Growing up on the rugged coast of Wales, Cynan Jones, like Dutch writer, Tommy Wieringa, draws deeply on his rural roots in his writing. Both men return more than once to the isolated places of their childhoods as they sit talking with writer and interviewer, Jan van Mersbergen. The conversation starts with a discussion about the simple act of peeling and chopping up potatoes. The potato is a staple food in both Wales and the Netherlands. This humble root vegetable issues from deep within the damp earth of both regions and nourishes both the mind and the soul, Tommy explains. He recalls peeling potatoes from a young age and admits to getting so good at it, that as a teenage boy, he could do it quite well in the dark. Growing up in a large, old farmhouse in the east of the Netherlands, it was just Tommy and his father after his mother left when he was eleven. However, it is the notion of what gets left behind once one has peeled away the skin and imperfections of the potato that is of interest to van Mersbergen who sees in Jones’s lean, unadorned prose something elemental, like the environment in which the Welshman lives and writes.
‘Writing is a boxing match’ – Cynan Jones
One of Jones’s more recent novels, The Dig, focuses on the ancient rural practice of badger baiting and was originally 90 000 words in length. Over time was reduced to just 28 000 words. Similarly, his first novel, The Long Dry, started out as a mere 20 000 word offering and when the publisher asked Jones to expand on it, he found instead that he had whittled it down to just 11 500 words. Jones explains that, as a writer, one has to trust oneself and one also has to trust the story. Known for his unusual use of form – no speech marks are used in The Dig, for example, content dictates form for the Welsh writer. He is respectful of both story and reader, maintaining that if one tries to ‘make a story do something it doesn’t want to do, it will misbehave.’ He is also a strong believer in trusting the reader, describing the relationship between writer and reader as an ‘incredibly intense’ one. It is true that Jones is a writer who expects his reader to commit and work for him. Conversely, he sees his job as a writer as ‘working out where the nourishment is’, asking oneself, ‘What do you want to feed the reader?’.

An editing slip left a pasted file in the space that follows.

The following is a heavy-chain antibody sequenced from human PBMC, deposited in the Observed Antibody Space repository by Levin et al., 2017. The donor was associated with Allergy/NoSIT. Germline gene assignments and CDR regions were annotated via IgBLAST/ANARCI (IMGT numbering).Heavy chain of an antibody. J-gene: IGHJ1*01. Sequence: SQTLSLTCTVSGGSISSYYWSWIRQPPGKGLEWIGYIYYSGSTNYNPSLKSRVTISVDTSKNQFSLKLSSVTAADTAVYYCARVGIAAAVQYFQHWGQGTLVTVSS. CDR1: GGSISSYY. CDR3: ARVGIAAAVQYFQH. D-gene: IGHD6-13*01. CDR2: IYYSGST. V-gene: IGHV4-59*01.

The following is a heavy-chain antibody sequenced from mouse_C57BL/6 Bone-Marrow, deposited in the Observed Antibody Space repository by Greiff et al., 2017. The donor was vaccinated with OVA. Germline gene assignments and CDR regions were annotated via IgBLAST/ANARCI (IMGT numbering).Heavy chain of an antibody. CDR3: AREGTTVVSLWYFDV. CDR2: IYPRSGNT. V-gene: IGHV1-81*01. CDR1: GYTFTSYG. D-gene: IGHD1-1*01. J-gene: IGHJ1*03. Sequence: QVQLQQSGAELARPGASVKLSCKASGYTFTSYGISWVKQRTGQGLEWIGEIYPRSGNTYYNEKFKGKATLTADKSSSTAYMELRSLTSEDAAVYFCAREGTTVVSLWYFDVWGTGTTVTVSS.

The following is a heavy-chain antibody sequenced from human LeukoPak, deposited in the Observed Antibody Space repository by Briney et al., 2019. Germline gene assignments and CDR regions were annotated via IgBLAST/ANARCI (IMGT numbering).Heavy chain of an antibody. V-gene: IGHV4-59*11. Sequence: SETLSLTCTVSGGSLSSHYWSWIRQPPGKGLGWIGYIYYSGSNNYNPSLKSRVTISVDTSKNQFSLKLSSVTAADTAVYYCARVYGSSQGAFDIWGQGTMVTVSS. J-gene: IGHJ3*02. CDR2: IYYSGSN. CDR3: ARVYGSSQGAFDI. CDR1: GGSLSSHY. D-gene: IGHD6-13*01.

Both Jones and Wieringa dwell on the physical nature of writing. The award-winning Dutch writer argues that in order to write, one needs to be fit, this is both a physical and a mental fitness. This in turn gives one the confidence and conviction so necessary for a writer. For Jones, ‘writing is a boxing match’ and he admits to feeling as if something is missing, when he doesn’t write. Rather like an athlete who stops exercising and notices the effects. Wieringa describes his approach to writing in a typically short, clear statement, ‘I’m in it for the sentences.’ Viewing himself as someone who writes sentences rather than novels, the Dutchman admits that one sentence leads to the next until a novel appears. However he also points out that once a sentence is written, he might remove it in the editing process but it is seldom rewritten. Perhaps most interestingly, both men provide insights into their creative processes that highlight a common sense of the physicality of the craft of writing. The elevation of the rugged rurality of their backgrounds as inspiration for their writing, seems to be intimately connected to their notions of masculine selfhood. This has traditionally been situated in the countryside and the fast disappearing way of life that it reflects. Souwie Buis 2nd November 2018
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